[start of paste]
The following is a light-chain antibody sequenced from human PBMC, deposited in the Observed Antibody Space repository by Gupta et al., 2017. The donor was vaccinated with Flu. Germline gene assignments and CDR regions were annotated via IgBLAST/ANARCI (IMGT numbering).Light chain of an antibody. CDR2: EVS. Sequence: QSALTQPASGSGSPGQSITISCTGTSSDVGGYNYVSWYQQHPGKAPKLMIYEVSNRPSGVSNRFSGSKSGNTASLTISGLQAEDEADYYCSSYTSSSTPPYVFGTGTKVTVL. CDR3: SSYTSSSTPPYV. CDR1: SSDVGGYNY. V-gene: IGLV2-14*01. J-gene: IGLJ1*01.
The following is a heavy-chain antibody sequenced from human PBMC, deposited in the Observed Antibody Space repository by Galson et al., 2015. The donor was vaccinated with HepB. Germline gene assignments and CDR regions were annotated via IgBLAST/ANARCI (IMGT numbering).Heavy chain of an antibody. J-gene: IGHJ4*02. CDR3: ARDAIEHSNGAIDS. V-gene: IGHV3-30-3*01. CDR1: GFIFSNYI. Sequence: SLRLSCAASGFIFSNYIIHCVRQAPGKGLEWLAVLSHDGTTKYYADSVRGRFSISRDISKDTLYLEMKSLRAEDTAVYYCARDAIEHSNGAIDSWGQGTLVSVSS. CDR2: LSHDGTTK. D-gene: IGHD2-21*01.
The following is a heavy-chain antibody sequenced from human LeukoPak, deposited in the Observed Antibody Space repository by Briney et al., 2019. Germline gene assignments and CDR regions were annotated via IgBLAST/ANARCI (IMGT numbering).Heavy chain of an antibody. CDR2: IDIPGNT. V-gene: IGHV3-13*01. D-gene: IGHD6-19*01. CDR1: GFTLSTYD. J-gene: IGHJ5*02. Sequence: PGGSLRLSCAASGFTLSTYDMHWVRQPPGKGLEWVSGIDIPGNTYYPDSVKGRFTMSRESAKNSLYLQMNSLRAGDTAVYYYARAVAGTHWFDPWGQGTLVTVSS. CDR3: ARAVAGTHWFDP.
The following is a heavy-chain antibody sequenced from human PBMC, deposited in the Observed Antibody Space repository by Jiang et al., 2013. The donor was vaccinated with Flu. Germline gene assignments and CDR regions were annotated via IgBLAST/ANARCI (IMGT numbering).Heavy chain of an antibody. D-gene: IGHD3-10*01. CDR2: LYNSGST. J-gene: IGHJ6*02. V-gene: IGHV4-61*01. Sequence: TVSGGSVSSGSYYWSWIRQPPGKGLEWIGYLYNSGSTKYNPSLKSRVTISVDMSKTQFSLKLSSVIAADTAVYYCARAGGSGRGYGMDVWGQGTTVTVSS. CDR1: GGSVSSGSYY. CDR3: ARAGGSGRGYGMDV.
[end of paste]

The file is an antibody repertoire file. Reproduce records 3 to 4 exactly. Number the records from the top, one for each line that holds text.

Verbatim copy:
The following is a heavy-chain antibody sequenced from human LeukoPak, deposited in the Observed Antibody Space repository by Briney et al., 2019. Germline gene assignments and CDR regions were annotated via IgBLAST/ANARCI (IMGT numbering).Heavy chain of an antibody. CDR2: IDIPGNT. V-gene: IGHV3-13*01. D-gene: IGHD6-19*01. CDR1: GFTLSTYD. J-gene: IGHJ5*02. Sequence: PGGSLRLSCAASGFTLSTYDMHWVRQPPGKGLEWVSGIDIPGNTYYPDSVKGRFTMSRESAKNSLYLQMNSLRAGDTAVYYYARAVAGTHWFDPWGQGTLVTVSS. CDR3: ARAVAGTHWFDP.
The following is a heavy-chain antibody sequenced from human PBMC, deposited in the Observed Antibody Space repository by Jiang et al., 2013. The donor was vaccinated with Flu. Germline gene assignments and CDR regions were annotated via IgBLAST/ANARCI (IMGT numbering).Heavy chain of an antibody. D-gene: IGHD3-10*01. CDR2: LYNSGST. J-gene: IGHJ6*02. V-gene: IGHV4-61*01. Sequence: TVSGGSVSSGSYYWSWIRQPPGKGLEWIGYLYNSGSTKYNPSLKSRVTISVDMSKTQFSLKLSSVIAADTAVYYCARAGGSGRGYGMDVWGQGTTVTVSS. CDR1: GGSVSSGSYY. CDR3: ARAGGSGRGYGMDV.